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Insurance in superannuation: Impact of proposed Federal Budget changes

Insurance in super: impact of Federal Budget changes

In the 2018/2019 Federal Budget, the Government proposed a significant change to how default group insurance should be provided to certain cohorts of members across the superannuation industry. Utilising analysis performed by KPMG for the Insurance in Superannuation Working Group (ISWG) in September 2017, we have outlined the potential impact of these changes on funds and insurers.

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The proposed changes involve moving insurance within superannuation from a default framework to one that is offered on an opt-in basis for:

  • members with low balances of less than $6,000
  • members under the age of 25 years, and
  • members whose accounts have not received a contribution in 13 months and are inactive.

KPMG have assessed the potential impacts on super funds and insurers of the Federal Budget changes, utilising analysis performed by KPMG for the Insurance in Superannuation Working Group (ISWG) in September 2017.

Impacts

Our analysis highlighted the following overall impacts:

  • Adverse impact on insurance premiums due to reduction in Group Life insurance cover
    We anticipate a 50 percent reduction in the levels of Group Life insurance cover and a 42 percent reduction in insurance premiums collected. We believe this will have an adverse impact on insurance premiums, and could result in an increase in average Group Life insurance premiums of 26 percent across the industry.
  • Erosion impact on retirement outcomes
    From a retirement outcome perspective, the final impact is subject to the future adjustment to insurance premiums based on the proposed changes. Overall, if insurance premium rates are not increased as a result of these measures, then on average the erosion of projected retirement benefits due to default insurance premiums would reduce from 6.2 percent to 5.8 percent. However, if insurance premiums increase by 26 percent as we anticipate, the average level of erosion of projected retirement benefits deteriorates from 6.2 percent to 7.3 percent.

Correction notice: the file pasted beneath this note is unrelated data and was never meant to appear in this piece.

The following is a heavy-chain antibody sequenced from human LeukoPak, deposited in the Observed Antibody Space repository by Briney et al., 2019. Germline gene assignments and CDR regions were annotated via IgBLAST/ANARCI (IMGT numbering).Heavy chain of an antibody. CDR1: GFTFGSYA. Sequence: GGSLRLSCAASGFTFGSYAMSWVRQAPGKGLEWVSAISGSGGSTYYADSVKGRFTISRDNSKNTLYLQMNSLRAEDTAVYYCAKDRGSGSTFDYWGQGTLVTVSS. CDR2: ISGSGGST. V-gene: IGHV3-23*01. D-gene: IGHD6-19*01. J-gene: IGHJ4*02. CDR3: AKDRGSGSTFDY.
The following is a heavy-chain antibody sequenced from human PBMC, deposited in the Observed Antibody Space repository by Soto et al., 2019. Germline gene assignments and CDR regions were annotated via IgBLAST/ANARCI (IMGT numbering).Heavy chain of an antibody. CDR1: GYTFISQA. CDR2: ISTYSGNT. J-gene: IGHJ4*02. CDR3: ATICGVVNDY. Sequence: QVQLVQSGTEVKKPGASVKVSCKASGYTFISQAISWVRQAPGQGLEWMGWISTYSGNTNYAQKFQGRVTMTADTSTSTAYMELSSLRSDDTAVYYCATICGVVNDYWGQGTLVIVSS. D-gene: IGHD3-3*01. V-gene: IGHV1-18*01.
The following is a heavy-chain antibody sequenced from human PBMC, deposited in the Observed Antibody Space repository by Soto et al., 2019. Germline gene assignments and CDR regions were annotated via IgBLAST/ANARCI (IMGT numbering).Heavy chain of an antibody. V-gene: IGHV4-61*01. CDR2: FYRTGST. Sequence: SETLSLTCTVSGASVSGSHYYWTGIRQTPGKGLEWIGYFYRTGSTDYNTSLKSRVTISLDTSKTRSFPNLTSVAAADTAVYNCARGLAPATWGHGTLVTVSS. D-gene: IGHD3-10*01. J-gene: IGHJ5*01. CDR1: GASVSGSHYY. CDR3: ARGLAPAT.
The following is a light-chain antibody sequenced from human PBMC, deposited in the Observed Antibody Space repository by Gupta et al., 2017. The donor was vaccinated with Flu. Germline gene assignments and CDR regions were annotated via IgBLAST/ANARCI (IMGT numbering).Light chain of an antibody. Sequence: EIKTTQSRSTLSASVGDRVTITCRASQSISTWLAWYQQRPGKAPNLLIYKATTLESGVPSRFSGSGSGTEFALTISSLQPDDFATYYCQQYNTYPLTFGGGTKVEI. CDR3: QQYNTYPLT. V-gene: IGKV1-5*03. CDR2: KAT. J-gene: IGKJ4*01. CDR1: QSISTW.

• Disproportionate impact for females and low income earners
    As we highlighted in the September 2017 ISWG report, the most heavily impacted categories of erosion of benefits due to default insurance cover are females and low income earners. Our calculations highlight that these categories will be worse off under the proposed changes. For example, considering an increase in insurance premiums of 26 percent, we estimate the average erosion of account balances for females will increase from 7.6 percent to 9.0 percent and low income earners (<$18,200) to increase from 15.8 percent to 17.6 percent.

The proposed changes will have a material impact (both intended and unintended) for both superannuation funds and insurers. The impact will vary significantly by superannuation fund with a multitude of factors determining the overall change. KPMG expects all funds across the superannuation industry will need to invest a significant amount of effort in strategy, design, pricing and administration to implement the proposed changes – now is the time to think and plan ahead.

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